Envoy takes stand on South China Sea issue
It was the first time Yun addressed the South China Sea issue at an international meeting amid recent maritime tension between Beijing and Washington.
Seoul has tried to maintain a delicate balance between the two superpowers.
“The protection of the freedom of navigation and flight over the South China Sea should be guaranteed,” Yun said on Thursday at the two-day ASEM foreign ministers’ meeting.
His remark appears to align Seoul’s position closer to the United States’ stance on the maritime dispute than previously.
“The South China Sea is an important international sea line of communication,” Yun said, “and 90 percent of Korea’s energy imports and 30 percent of total trade volume passes through this route.”
He added that the Korean government has continued to call for the dispute be resolved peacefully in accordance to international norms.
On Oct. 27, the U.S.S. Lassen, an American guided missile destroyer, sailed within 12 nautical miles of the artificially dredged Subi Reef in the South China Sea, which is also claimed by Taiwan, Vietnam and the Philippines.
The reef is part of the Spratly Islands archipelago where Beijing is reclaiming land.
Beijing slammed the move as it regards 12 nautical miles of water around Subi Reef as its territorial waters. Washington called it a freedom of navigation operation, claiming that they are international waters that anybody can freely navigate.
Seoul has been careful not to take sides on the sensitive issue, but Minister of National Defense Han Min-koo last week for the first time made a public remark that appeared to put Seoul closer to supporting Washington’s stance on the issue at a regional security forum held in Malaysia.
At the Association of Southeast Asian Nations (Asean) Defense Ministers’ Meeting Plus on Wednesday, Han emphasized Korean’s position of the need for “a peaceful resolution of the South China Sea dispute” and that “the freedom of navigation and flight should be guaranteed.”
Both U.S. Defense Secretary Ash Carter and Chinese Defense Minister Chang Wanquan were present at the meeting.
A Korean foreign affairs official pointed, “Defense Minister Han and Foreign Minister Yun supporting the freedom of navigation and flight at international meetings holds symbolic significance.”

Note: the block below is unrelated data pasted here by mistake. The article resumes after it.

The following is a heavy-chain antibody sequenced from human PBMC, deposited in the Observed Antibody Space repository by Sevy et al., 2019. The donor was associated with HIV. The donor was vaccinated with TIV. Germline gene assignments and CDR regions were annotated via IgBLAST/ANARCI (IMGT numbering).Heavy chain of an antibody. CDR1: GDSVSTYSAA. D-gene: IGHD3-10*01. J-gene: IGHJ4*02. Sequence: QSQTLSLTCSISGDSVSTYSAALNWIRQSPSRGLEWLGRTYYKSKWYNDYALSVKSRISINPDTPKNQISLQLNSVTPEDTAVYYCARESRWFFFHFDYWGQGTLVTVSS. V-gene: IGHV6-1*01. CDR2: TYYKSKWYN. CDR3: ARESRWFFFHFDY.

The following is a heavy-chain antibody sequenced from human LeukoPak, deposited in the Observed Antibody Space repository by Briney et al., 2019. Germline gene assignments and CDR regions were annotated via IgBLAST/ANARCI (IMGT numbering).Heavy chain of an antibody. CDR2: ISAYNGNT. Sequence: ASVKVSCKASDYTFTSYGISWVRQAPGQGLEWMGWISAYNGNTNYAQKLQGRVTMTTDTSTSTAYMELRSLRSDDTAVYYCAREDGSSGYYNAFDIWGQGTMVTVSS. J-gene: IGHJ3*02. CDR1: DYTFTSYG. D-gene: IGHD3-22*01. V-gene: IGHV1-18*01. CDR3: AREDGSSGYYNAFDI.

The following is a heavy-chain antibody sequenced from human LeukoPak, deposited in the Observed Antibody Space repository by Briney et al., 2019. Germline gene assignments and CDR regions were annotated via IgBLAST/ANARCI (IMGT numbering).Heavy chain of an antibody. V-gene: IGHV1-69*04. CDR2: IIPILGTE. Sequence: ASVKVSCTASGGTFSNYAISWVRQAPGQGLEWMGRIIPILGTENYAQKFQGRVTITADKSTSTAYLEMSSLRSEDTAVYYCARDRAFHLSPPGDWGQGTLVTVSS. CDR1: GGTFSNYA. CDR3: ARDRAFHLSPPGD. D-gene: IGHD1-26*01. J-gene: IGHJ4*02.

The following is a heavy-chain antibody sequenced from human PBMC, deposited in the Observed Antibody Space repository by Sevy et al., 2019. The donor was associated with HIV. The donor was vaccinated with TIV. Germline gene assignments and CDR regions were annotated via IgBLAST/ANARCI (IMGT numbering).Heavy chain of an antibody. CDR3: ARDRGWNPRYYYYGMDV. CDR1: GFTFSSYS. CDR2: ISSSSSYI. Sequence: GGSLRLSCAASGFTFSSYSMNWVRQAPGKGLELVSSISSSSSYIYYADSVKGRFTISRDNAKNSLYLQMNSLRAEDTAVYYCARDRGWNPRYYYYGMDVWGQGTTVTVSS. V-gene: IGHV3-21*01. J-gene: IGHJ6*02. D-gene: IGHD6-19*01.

In a bilateral summit with President Park Geun-hye in Washington last month, U.S. President Barack Obama encouraged Korea to take a more assertive stance and urge China to follow international regulations.
The South China Sea issue was raised briefly during the recent trilateral leaders’ summit among Korea, Japan and China in Seoul, but the Blue House did not elaborate on the discussion.
The South China Sea issue is expected to be raised as a key issue in multiple global meetings this month including a G-20 leaders’ summit in Turkey, an APEC meeting in the Philippines and the East Asia Summit in Malaysia.
“Korea is showing the nuance of siding with the United States though it is not doing so in a clear-cut manner,” said China expert Kim Han-kwon, an analyst with the Korea National Diplomatic Academy. “There is no need for Korea to shackle itself by taking a clear-cut stance.”
After the foreign ministers’ session of the Asia-Europe Meeting (ASEM) in Luxembourg, Yun flew to Tehran to hold bilateral talks with his Iranian counterpart Mohammad Javad Zarif and met with President Hassan Rouhani on Saturday.
In the first visit by a Korean foreign minister to Iran in 14 years, Seoul and Tehran agreed to bolster political and economic cooperation, especially following the landmark Iranian nuclear agreement of July 14, a deal which could possibly serve as an example for efforts to denuclearize North Korea.
BY SARAH KIM, YOO JEE-HYE [firstname.lastname@example.org]
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